Cook: Blame falls on Pitt's Wannstedt
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Angry Pitt fans began the exodus from Heinz Field late in the third quarter Friday, not long after West Virginia scored a touchdown to take a 28-10 lead and turn what should have been a great rivalry game into a joke. You almost could hear the muttering.
"Why did we waste our precious time during the holiday weekend to watch this team?"
The Pitt players weren't intentionally trying to get coach Dave Wannstedt fired. It just looked that way. They couldn't have played a worse game. On a day when they had a chance to honor their 11 seniors in their final home game, keep control of the Big East Conference, lame as it is, and beat their hated rival, they didn't bother showing up.
Shame on them.
But the 35-10 licking Pitt took from West Virginia won't be remembered for the many mistakes the seemingly unprepared Panthers made. It should be remembered as the day the Wannstedt era at Pitt ended even if there's one more game at Cincinnati next Saturday and some ridiculous, meaningless bowl game to follow. This performance -- this 6-5 season, actually -- is unacceptable for a coach in his sixth year on the job. In just three weeks, Pitt has wasted a two-game lead in the Big East crawl and handed over the title to Connecticut or West Virginia for the taking.
Shame on Wannstedt.
Sure, it's hard to look at the Pitt mistakes against West Virginia individually and blame any on Wannstedt. This wasn't like the 23-17 loss to Notre Dame in October when he inexcusably called a timeout late in the game only to punt. Do you blame Wannstedt for the poor throws by quarterback Tino Sunseri, including a killer interception early? The dropped passes? The three lost fumbles? The snap over Sunseri's head in the shotgun? Sunseri's failure to fall on the ball? The inability to field a kickoff cleanly? The penalty for calling for a fair catch and then blocking? The missed tackles? The total collapse of the defense in the second half against an offense that has been mostly putrid all season?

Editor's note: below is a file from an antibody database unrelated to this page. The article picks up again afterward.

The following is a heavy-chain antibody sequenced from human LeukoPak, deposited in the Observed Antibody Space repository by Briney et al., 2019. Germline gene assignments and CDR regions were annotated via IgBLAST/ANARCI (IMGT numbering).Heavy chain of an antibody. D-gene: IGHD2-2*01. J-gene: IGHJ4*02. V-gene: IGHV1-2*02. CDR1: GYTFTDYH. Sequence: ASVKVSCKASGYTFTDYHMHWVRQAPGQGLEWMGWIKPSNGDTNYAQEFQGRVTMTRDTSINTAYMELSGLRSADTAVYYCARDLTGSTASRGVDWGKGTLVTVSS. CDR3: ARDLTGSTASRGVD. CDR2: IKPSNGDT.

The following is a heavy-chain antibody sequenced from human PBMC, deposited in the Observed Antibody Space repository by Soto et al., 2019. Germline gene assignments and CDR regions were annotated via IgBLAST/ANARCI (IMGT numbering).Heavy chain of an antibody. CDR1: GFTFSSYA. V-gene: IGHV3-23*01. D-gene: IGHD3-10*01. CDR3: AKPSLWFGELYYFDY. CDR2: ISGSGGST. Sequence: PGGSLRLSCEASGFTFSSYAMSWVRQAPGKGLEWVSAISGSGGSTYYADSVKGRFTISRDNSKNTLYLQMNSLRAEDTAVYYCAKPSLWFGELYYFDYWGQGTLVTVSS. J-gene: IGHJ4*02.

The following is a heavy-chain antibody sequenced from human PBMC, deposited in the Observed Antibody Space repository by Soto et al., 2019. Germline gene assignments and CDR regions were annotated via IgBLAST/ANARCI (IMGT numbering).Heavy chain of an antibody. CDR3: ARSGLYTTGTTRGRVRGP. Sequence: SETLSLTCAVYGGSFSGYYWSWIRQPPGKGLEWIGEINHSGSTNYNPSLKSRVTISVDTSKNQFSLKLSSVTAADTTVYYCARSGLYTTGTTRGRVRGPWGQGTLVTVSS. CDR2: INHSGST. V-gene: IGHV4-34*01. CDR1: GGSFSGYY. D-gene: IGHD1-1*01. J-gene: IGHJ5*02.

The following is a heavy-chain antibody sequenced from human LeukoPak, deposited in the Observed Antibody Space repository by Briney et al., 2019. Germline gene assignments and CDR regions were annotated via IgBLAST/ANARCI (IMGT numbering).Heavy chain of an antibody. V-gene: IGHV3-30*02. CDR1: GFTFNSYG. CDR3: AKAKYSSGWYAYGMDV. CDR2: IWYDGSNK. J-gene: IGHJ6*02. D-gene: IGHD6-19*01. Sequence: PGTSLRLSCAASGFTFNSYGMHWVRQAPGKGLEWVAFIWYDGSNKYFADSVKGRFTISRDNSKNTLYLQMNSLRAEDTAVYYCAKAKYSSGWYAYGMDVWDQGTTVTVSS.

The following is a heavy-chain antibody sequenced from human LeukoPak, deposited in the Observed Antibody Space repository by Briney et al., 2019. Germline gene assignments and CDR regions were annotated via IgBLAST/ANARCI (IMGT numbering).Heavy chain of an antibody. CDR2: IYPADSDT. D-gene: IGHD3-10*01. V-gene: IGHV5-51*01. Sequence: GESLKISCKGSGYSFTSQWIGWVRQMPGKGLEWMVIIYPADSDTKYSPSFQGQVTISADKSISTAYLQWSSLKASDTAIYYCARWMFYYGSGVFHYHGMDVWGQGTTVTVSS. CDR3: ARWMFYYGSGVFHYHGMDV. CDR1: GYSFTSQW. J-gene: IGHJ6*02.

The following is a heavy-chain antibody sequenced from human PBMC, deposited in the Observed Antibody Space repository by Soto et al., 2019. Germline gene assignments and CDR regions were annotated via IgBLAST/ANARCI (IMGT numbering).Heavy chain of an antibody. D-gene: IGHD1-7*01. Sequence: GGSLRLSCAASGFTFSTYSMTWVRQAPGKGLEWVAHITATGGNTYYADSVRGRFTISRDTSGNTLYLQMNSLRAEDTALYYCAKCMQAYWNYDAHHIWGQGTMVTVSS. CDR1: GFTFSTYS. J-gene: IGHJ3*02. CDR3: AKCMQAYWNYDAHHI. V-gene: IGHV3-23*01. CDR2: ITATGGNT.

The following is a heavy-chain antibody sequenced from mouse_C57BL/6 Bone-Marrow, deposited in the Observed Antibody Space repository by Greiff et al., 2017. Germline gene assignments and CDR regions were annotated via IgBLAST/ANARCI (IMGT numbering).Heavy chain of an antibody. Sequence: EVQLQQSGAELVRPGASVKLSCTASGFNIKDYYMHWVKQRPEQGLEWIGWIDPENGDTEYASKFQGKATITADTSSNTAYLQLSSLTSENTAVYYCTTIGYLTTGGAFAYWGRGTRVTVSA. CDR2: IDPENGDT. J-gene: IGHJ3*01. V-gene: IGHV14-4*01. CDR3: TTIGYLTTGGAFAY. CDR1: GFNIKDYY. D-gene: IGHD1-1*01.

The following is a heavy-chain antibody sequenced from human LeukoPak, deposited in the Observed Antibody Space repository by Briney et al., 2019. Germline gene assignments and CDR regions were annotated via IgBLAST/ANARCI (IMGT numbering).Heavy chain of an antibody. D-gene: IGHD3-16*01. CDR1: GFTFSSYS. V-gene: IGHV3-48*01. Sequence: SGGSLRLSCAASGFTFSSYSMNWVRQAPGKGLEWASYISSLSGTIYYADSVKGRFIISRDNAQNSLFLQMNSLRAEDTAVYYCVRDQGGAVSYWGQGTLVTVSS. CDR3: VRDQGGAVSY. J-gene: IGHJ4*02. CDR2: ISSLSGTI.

But here's the big problem:
The mistakes keep happening to Wannstedt's teams. It has been that way for six years. It seems like the same story every week, even in games that Pitt wins.
That's especially true in big games at home. You know the sad, sad rundown: The 31-3 loss to Miami in September when 450 football alumni turned out to see a pathetic performance that rivaled Friday's. The 45-44 loss to Cincinnati late last season when Pitt had a 21-point lead and was on its way to the Big East title and a Bowl Championship Series game. The 27-17 loss to Bowling Green in the 2008 opener, the first chance excited fans had to see Pitt after its shocking win against No. 2 West Virginia in Morgantown the previous December.
Somebody called it "The Twilight Zone" Friday.
That line is so good and so appropriate, I'm going to steal it.
Wannstedt's Pitt program is lost in The Twilight Zone.
Good luck to athletic director Steve Pederson and his frustrated staff trying to sell season-ticket packages for the 2011 season.
"I really thought we'd play better," Wannstedt said after emerging from what surely was the agony of the Pitt locker room. "We didn't."
Did I mention that's a recurring theme
There's a chance Wannstedt will keep his job even if Pitt loses to Cincinnati and loses in their bowl game to finish 6-7. Chancellor Mark Nordenberg will make that call and he isn't one to go public with his thinking. But, at this point, the best reasons for Wannstedt to stay on are that he's a Pitt man, he loves the program and he'll never leave for another job. There seems to be a fear by some around Pitt that the next coach will use the job as steppingstone and leave for a better position after just a few seasons. I don't buy that. The Pitt job can be a great job if the university is willing to pay a head coach. It needs to step up and pay that coach.
Regardless, one final question needs asked: Are those fears about what might happen with the next coach so great that Pitt should continue to live with the mediocrity of the program under Wannstedt?
I don't think so.
First Published November 27, 2010 12:00 am